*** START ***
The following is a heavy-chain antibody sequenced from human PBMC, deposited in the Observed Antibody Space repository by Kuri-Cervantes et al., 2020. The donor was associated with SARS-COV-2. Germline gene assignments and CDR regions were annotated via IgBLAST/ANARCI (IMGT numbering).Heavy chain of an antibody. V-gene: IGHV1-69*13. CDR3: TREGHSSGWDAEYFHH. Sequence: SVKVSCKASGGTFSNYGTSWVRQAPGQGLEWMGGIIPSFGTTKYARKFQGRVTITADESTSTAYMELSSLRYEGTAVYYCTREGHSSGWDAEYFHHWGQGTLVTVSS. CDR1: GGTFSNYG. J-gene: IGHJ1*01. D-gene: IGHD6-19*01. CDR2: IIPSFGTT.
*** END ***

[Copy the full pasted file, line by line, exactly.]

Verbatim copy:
The following is a heavy-chain antibody sequenced from human PBMC, deposited in the Observed Antibody Space repository by Kuri-Cervantes et al., 2020. The donor was associated with SARS-COV-2. Germline gene assignments and CDR regions were annotated via IgBLAST/ANARCI (IMGT numbering).Heavy chain of an antibody. V-gene: IGHV1-69*13. CDR3: TREGHSSGWDAEYFHH. Sequence: SVKVSCKASGGTFSNYGTSWVRQAPGQGLEWMGGIIPSFGTTKYARKFQGRVTITADESTSTAYMELSSLRYEGTAVYYCTREGHSSGWDAEYFHHWGQGTLVTVSS. CDR1: GGTFSNYG. J-gene: IGHJ1*01. D-gene: IGHD6-19*01. CDR2: IIPSFGTT.